A Missouri federal court has dismissed with prejudice a putative class action alleging Dr Pepper Snapple Group Inc. mislabels Canada Dry Ginger Ale because it does not contain ginger. Webb v. Dr Pepper Snapple Grp. Inc., No. 17-0624 (W.D. Mo., entered June 21, 2018). The court approved a stipulated voluntary dismissal filed by the named plaintiff. In April 2018, the court denied the beverage maker’s motion to dismiss, finding the plaintiff had adequately pleaded all of the seven counts alleged.

A consumer has filed a lawsuit alleging that the packaging for Chicago Bar Co.'s RXBAR misleads consumers about the ingredients of the product. Pizzirusso v. Chicago Bar Co., No. 18-3529 (E.D.N.Y., filed June 15, 2018). RXBAR and RXBAR Kids products feature a list of ingredients on the front of the package—for example, the blueberry flavor's packaging reads, "3 Egg Whites, 6 Almonds, 4 Cashews, 2 Dates, No B.S."—with an additional ingredient list on the back of the package. According to the complaint, both lists obscure the actual ingredients; rather than egg whites, the plaintiff argues, RXBARs contain egg white protein powder, which a previous version of the packaging allegedly named. "[P]arents correctly wouldn't want to buy their young children foods which contained concentrated protein powders, for a variety of reasons related to normal adolescent and child development," the plaintiff argues. Further, the "fruit pieces incorporated into the Products are 'infused' (flavored)…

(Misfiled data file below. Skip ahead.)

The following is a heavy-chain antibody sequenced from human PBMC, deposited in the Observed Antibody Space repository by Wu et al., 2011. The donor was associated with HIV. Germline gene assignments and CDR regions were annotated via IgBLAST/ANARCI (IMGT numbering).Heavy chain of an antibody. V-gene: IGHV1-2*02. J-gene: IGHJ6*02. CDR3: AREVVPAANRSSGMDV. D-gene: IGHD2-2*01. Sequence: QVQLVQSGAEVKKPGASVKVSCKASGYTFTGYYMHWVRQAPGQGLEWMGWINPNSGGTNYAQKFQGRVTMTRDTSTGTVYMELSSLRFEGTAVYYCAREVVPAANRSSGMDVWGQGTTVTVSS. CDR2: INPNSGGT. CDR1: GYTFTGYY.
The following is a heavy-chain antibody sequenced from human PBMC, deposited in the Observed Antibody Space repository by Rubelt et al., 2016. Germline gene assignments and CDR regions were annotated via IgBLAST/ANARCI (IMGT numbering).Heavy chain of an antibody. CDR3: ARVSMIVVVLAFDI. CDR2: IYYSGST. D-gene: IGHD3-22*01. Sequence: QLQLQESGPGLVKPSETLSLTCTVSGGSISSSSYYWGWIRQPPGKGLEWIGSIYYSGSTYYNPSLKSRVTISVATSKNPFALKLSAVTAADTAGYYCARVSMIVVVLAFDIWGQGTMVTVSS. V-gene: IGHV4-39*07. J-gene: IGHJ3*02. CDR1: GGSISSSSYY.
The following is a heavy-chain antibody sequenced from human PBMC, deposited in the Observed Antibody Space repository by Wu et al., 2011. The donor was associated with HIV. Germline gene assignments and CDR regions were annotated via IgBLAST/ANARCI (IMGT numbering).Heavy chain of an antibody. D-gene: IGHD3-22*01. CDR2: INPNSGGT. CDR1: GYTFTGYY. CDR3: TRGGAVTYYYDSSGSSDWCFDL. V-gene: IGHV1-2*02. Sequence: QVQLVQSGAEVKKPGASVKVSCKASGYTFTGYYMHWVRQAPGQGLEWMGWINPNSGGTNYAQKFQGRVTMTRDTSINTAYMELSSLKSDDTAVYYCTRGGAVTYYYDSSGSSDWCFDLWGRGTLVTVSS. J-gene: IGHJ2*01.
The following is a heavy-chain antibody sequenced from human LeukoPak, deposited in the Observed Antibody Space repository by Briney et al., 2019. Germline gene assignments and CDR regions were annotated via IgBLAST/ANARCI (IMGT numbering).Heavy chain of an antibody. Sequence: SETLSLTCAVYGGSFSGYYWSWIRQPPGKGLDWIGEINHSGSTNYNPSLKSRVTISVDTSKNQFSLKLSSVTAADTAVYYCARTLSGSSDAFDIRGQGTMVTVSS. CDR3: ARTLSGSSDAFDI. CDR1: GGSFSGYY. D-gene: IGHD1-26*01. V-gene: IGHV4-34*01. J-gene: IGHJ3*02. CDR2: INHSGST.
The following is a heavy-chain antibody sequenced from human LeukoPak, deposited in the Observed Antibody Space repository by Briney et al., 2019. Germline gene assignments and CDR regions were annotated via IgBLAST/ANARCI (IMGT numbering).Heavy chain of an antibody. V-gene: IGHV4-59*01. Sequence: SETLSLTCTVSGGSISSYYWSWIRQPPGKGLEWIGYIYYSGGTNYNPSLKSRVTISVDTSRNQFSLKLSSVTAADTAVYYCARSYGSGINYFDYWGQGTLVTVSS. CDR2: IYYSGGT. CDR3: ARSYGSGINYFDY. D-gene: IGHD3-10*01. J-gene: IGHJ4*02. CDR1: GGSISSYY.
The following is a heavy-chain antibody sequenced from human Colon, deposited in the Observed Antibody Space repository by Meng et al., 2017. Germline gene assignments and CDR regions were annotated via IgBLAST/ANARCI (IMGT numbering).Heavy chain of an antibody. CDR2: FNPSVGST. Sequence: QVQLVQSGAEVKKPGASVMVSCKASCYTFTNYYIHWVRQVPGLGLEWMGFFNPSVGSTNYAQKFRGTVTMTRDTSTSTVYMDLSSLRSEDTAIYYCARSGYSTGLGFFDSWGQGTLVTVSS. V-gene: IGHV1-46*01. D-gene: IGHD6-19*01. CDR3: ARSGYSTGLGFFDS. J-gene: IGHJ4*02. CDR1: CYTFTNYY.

A woman has filed a lawsuit alleging that she contracted Salmonella Mbandaka after consuming Kellogg Co.'s Honey Smacks cereal. Lemieux v. Kellogg Co., No. 18-0682 (W.D. Mich., filed June 20, 2018). The infection is apparently part of an outbreak of Salmonella that began in March 2018 that has infected 73 people in 31 states. The plaintiff alleges that after eating Honey Smacks every morning for two weeks, she "lost her appetite entirely," experienced "agonizing abdominal craps" and had a fever of 104 degrees. For allegations of strict liability, negligence and breach of warranty, the plaintiff seeks damages of more than $25,000 and attorney's fees.

As part of a proposal to reorganize several federal agencies, the Trump administration has recommended that food-safety regulatory oversight be shifted to the U.S. Department of Agriculture (USDA), combining the agency's Food Safety and Inspection Service (FSIS) with the current food purview of the Food and Drug Administration (FDA). According to the proposal, the Government Accountability Office found that the existing approach "has caused inconsistent oversight, ineffective coordination, and inefficient use of resources" and recommends "merging Federal food safety functions as a potential solution to this fragmentation." For example, the administration suggests, "[W]hile FSIS has regulatory responsibility for the safety of liquid eggs, FDA has regulatory responsibility for the safety of eggs while they are inside of their shells; FDA regulates cheese pizza, but if there is pepperoni on top, it falls under the jurisdiction of FSIS; FDA regulates closed-faced meat sandwiches, while FSIS regulates open-faced meat sandwiches." The proposed USDA agency, the…